CS is for a certain type of person, but most of the people programming professionally today are not those types of people. Most of the people programming today went into CS for the better-than-average salaries associated with programming. Most of them are not great programmers. Most of them don't seem to even be good programmers. They're put in environments where they're given vague requirements to automate business they don't understand or want to understand. And then we find ourselves in a situation where most of the in-house software out there is absolute crap. And consumer-grade software really isn't that much better.
So really, at the end of the day, introducing more people to it can't really have that much of a negative effect. If just a few of those kids decide to make a career out of it after having been exposed to it in school, it'll have been worthwhile.
I'd heard Cyanogenmod was experimenting with a means to deny specific privs to an application rather than take the all-or-nothing approach of "You have to give me all this shit or you can't install it." That's a feature I'd really like to have for my Android phone.
Ok, so technically learning to program doesn't have the same set of requirements as production programming. Back in the day you were likely to get BASIC and then moved on to Pascal, C, Fortran or (god help you) COBOL. Once you realize that all languages have essentially the same structures, you start to say things like "languages are just syntax. Learn to program in one language and you can pick up any other language very easily." This is not actually completely true, but I'll get to that in a moment. They also didn't tell you much about the environment beyond giving you the "vi cheat sheet" and instructions on how to invoke the compiler. Near as I can tell they don't do a much better job of it today.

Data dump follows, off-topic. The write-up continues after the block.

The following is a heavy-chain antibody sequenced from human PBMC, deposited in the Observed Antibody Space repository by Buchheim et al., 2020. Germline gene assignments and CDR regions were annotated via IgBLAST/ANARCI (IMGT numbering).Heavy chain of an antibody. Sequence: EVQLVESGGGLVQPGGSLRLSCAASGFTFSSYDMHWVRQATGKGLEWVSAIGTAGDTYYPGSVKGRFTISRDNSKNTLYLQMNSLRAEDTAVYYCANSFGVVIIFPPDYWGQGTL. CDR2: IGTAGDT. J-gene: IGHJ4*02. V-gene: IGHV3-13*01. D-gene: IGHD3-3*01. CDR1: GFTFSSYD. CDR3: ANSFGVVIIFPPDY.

Rolling objects into the mix really doesn't change that much. You still need to know structural programming because you're going to need to write your methods and you don't want to write them as spaghetti. You have a whole other set of concepts to master for OOP. You can show people objects, but until they're ready for them, they're not going to understand them. I don't know how many people remember learning to program, but when you're looking at it for the first time, even basic language structure like function parameters (and functions) and variable initialization are confusing.
Of course, the more you work with different computer languages, the more you start to realize that the statement that "all languages are the same" is not really true. You discover things like the ones mentioned in the presentation I linked to at the beginning of this post, and find yourself having to work around deficiencies in the language. At a basic level all languages are the same and once you learn the control structures you can write simple code in any language very quickly. To actually learn the quirks of a specific language and truly master it, that could take years. I'd go so far as to say that most programmers will go their entire career never having truly mastered a single language. What they give you in school are the tools to achieve that mastery, and I don't feel that anyone even does a good job of doing that.
But we don't want to unionize because we think we're good at negotiating.